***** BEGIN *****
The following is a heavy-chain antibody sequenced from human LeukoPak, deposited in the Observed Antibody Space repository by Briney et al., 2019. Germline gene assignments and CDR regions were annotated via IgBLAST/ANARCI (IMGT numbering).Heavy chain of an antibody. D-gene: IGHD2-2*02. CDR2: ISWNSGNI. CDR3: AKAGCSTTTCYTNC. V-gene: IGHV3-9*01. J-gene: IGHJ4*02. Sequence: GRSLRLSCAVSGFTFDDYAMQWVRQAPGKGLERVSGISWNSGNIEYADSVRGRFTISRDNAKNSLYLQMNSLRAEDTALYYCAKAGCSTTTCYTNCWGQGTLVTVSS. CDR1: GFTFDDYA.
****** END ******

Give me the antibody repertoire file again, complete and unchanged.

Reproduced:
The following is a heavy-chain antibody sequenced from human LeukoPak, deposited in the Observed Antibody Space repository by Briney et al., 2019. Germline gene assignments and CDR regions were annotated via IgBLAST/ANARCI (IMGT numbering).Heavy chain of an antibody. D-gene: IGHD2-2*02. CDR2: ISWNSGNI. CDR3: AKAGCSTTTCYTNC. V-gene: IGHV3-9*01. J-gene: IGHJ4*02. Sequence: GRSLRLSCAVSGFTFDDYAMQWVRQAPGKGLERVSGISWNSGNIEYADSVRGRFTISRDNAKNSLYLQMNSLRAEDTALYYCAKAGCSTTTCYTNCWGQGTLVTVSS. CDR1: GFTFDDYA.